Expand the LBP cohort to include building surveyors as registrants under the Building Act 2004.

Engineers, Architects and Designers

Engineers and architects are required to be registered under their own cohort licensing acts as there is an existing and established registration apparatus for the registration of these key actors. Little point in reinventing the wheel and migrating the jurisdiction of the existing registration bodies to the Building Practitioners Board. 

Rather one can include them as part of the LBP fold by promulgating a regulation that dictates that if an architect or an engineer is registered under the apposite legislation then that actor is deemed to be an LBP under the Building Act 2004. The Victorian Building Act 1993 has for many years had in place a regulatory mechanism that does this. 

Broad Church Registration

Consideration could be given to expanding the registration cohort to include the building practitioner cohort of professionals and the tradespersons.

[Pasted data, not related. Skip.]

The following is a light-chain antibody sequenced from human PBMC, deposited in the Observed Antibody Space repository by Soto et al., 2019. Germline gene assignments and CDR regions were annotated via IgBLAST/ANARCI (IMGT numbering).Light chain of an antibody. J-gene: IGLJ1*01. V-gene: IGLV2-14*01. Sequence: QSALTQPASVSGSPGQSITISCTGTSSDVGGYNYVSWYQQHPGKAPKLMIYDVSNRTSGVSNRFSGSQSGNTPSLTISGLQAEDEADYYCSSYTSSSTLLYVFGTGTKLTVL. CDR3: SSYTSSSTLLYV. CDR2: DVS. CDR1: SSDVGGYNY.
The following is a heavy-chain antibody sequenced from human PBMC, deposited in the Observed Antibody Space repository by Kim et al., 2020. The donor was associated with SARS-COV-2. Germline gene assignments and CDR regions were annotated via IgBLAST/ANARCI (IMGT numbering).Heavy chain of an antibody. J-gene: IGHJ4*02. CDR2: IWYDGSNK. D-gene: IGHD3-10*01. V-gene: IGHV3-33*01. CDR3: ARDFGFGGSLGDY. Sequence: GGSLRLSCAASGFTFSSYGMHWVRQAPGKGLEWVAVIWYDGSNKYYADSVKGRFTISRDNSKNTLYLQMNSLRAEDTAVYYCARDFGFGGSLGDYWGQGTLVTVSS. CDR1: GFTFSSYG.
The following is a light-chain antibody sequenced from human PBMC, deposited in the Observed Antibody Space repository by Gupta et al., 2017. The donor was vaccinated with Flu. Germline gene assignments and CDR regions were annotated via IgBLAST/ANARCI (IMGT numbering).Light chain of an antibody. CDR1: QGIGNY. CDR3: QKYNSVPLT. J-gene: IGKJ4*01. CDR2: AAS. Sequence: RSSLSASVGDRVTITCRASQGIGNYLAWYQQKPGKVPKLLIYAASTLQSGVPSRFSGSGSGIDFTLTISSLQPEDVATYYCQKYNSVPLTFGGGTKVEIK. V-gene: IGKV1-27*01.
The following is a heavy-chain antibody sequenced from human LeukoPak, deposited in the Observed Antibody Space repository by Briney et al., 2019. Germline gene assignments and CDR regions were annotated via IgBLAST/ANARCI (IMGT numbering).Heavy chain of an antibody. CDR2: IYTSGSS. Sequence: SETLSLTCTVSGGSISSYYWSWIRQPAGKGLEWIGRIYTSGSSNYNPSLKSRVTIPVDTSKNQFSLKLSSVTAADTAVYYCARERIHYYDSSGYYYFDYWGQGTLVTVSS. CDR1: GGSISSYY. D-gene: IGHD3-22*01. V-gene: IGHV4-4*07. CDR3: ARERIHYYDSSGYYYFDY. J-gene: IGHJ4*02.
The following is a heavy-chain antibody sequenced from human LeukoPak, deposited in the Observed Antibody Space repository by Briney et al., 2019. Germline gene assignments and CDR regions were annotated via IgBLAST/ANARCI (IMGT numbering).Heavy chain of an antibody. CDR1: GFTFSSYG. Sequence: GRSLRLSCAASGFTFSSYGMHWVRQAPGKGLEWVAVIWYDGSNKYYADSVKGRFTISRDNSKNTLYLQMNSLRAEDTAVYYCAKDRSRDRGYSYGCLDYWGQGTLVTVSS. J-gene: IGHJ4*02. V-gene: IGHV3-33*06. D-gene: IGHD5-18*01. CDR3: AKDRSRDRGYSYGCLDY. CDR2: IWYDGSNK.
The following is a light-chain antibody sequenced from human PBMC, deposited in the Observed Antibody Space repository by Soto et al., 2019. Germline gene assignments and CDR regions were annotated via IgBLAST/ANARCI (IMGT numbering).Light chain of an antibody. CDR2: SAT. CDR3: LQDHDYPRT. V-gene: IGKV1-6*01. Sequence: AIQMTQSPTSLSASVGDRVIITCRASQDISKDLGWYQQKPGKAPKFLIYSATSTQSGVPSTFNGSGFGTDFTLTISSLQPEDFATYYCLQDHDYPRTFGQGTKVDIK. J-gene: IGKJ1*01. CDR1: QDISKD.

The rationale being to have a harmonised approach that ensures that all key actors come within the curtilage of a centralised licencing ambit to amongst other things achieve a harmonised approach to disciplinary censure and synergistic qualification and experience criteria. There is a lot to be said for consolidation as it makes it easy for the consumer to understand how to access the reservoir of licenced persons. 

When the writers carried out an analysis of the registration regime in New Zealand it took considerable time to identify all of the licencing bodies as the system is disaggregated. 

2. Proportionate liability

New Zealand unlike its antipodean neighbours has retained the liability apportionment doctrine of joint and several liability (JSL). 

The JSL doctrine provides that solvent parties assume the liabilities for insolvent actors in multi-defendant legal proceedings where responsibility for compromised construction outcomes are found to attach to a number of responsible actors.

In a typical legal proceeding, there will be a number of defendants and or third parties. If for argument’s sake there are five defendants, one being a territorial authority, a couple of the defendants being uninsured licenced building practitioners or commercial builders and judicial determination is forthcoming, where all five defendants are found to be contributorily liable, the insured defendants will assume the financial liabilities of any defendant that becomes an insolvent.